BUENA PARK, Calif.âŽ¯More than 10,000 students and faculty at Fordham University were treated to a surprise visit and six-song set by U2 at the schoolâ€™s Bronx, New York campus which aired live on Good Morning America (ABC) Friday, March 6. The appearance â€” capping U2â€™s weeklong promo for the bandâ€™s new CD No Line on the Horizon â€” took place on the steps of the universityâ€™s gothic Keating Hall. The packed crowd weathered the cold, some staking a spot as early as 1:30 am once the rumor of the bandâ€™s Friday morning concert was confirmed.
On hand, JC Convertino, music mix engineer for all Good Morning Americaâ€™s concerts, recorded the event using Kooster McAllisterâ€™s remote truck and dual Yamaha DM2000 digital audio consoles. Convertino, who has been with GMA for over ten years, handled all live music mixing for the GMA broadcast. He began his career more than 30 years ago in recording studios such as The Hit Factory and Sigma Sound where he worked on projects such as the Talking Heads â€œSpeaking in Tonguesâ€?, Madonnaâ€™s â€œHolidayâ€? and Miles Davis â€œSiestaâ€? as well as mixing for Jellybean Benitez, Velvet Undergroundâ€™s â€œAnother VUâ€?, and James Brownâ€™s â€œIn The Jungle Grooveâ€? to name a few.
Still keeping his hands in producing and mixing, Convertino recently completed a project for new artist Miggs, whoâ€™s first single â€œPerfectâ€? is now on the charts. A cross between the Killers meets U2 with guitar orchestration, the singer/songwriter/guitarist along with two bandmatesâ€™ music is more pop than alternative. Partnering with Miggs on a couple of upcoming ventures, the music mix engineer also recommended a Yamaha DM2000 to the artist that now resides in Miggsâ€™ recording studio in Tampa.
For the U2 concert, Convertino patched into a few pieces of outboard gear in McAllisterâ€™s truck just to warm up Bonoâ€™s voice and guitars. â€œThe Yamaha DM2000 comes pretty well stacked with effects,â€? he says.
At Good Morning America, Convertino and his team take pride in excelling at being the best at the morning (or even evening) concert shows. â€œI donâ€™t have time for surprises, so I like to get the bandsâ€™ producer and sound engineer involved and will reach out to them well ahead of time to find out their rider needs so we make them comfortable. We have an arsenal of microphones and outboard gear on hand, for example.â€?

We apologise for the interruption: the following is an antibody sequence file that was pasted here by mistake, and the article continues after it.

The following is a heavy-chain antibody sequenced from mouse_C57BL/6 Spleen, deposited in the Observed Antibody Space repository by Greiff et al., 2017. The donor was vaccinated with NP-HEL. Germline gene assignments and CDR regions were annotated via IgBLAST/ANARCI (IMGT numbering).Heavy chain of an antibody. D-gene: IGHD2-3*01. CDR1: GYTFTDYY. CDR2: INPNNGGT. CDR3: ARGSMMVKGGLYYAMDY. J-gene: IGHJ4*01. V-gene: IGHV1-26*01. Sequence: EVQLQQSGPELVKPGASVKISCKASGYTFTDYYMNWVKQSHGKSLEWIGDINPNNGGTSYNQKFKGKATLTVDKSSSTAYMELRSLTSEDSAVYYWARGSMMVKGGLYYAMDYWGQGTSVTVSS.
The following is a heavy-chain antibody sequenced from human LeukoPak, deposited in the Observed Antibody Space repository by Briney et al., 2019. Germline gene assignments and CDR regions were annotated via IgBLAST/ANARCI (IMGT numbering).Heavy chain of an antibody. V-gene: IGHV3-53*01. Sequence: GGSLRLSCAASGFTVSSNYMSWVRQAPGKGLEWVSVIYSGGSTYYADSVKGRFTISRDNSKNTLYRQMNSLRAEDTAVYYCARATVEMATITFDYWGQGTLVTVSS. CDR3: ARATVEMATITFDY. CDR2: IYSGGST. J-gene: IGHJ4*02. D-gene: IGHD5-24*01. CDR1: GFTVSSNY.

â€œOn a remote gig like U2 and using the DM2000 that recalls everything, we had different delay times for each song for Bono, and when the recall is up, itâ€™s there, itâ€™s wonderful. Edgeâ€™s guitar is a whole instrumentation in itself. With live music segments on an early morning show, time is a factor. Everything has to be up, work, have everyone comfortable with it, and just go. We donâ€™t have the luxury of a long rehearsal or sound check with the time it takes for load in (usually around midnight), building the stage, working with the live production team â€“ a pleasure to work with by the way – and on-air by 7:00 am.â€?
Convertino recently did a charity benefit with a performance by John Mayer and Rob Thomas and says that when you donâ€™t have enough set up time to store levels, recalling the set up instantly is a testament to the power of the Yamaha console.
â€œItâ€™s important for all engineers to know how, and be prepared to mix, all kinds of instruments whether using analog or digital. Another good thing about the DM2000 is that itâ€™s not brain surgery; you can get familiar with it pretty quickly even if coming from an analog background.â€?
â€œAt GMA, weâ€™re pretty self contained and with a range of guest artists meeting a wide demographic from country and rock bands like U2, to jazz and classical artists like Andrea Bocelli, we have to be at the top of our gameâŽ¯thereâ€™s no room for error. Mixing is what we focus on. The whole purpose of what we do is for people at home to hear exactly what the live audience hears.â€?
For more information on the Yamaha DM2000 digital audio console, contact Yamaha Commercial Audio Systems, Inc., P.O. Box 6600, Buena Park, CA 90620; telephone 714-522-9011; e-mail [email protected]; or visit www.yamahaca.com.
About Yamaha Commercial Audio Systems, Inc.:
Yamaha Commercial Audio Systems, Inc. (YCAS) provides a full line of integrated professional audio products offering complete systems solutions for the broadcast, sound reinforcement/installed sound, touring, commercial recording, and post production markets. With the recent purchase of NEXO loudspeakers by Yamaha Corporation Japan, the company remains the official U.S. and Canadian distributor for all NEXO models. YCAS offers comprehensive in-house and field product training for its customers, a dedicated dealer network, and 24/7 technical support.